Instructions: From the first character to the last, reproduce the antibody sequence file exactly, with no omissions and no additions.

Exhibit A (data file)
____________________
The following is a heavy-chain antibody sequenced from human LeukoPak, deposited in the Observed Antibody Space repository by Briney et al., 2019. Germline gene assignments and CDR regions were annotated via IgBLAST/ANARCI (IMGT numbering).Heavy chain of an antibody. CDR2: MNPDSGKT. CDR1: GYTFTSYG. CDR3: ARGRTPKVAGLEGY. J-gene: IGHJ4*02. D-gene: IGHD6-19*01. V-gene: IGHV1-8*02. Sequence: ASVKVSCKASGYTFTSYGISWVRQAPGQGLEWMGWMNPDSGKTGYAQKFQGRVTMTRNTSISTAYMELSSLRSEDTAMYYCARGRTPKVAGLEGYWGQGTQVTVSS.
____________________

The following is a heavy-chain antibody sequenced from human LeukoPak, deposited in the Observed Antibody Space repository by Briney et al., 2019. Germline gene assignments and CDR regions were annotated via IgBLAST/ANARCI (IMGT numbering).Heavy chain of an antibody. CDR2: MNPDSGKT. CDR1: GYTFTSYG. CDR3: ARGRTPKVAGLEGY. J-gene: IGHJ4*02. D-gene: IGHD6-19*01. V-gene: IGHV1-8*02. Sequence: ASVKVSCKASGYTFTSYGISWVRQAPGQGLEWMGWMNPDSGKTGYAQKFQGRVTMTRNTSISTAYMELSSLRSEDTAMYYCARGRTPKVAGLEGYWGQGTQVTVSS.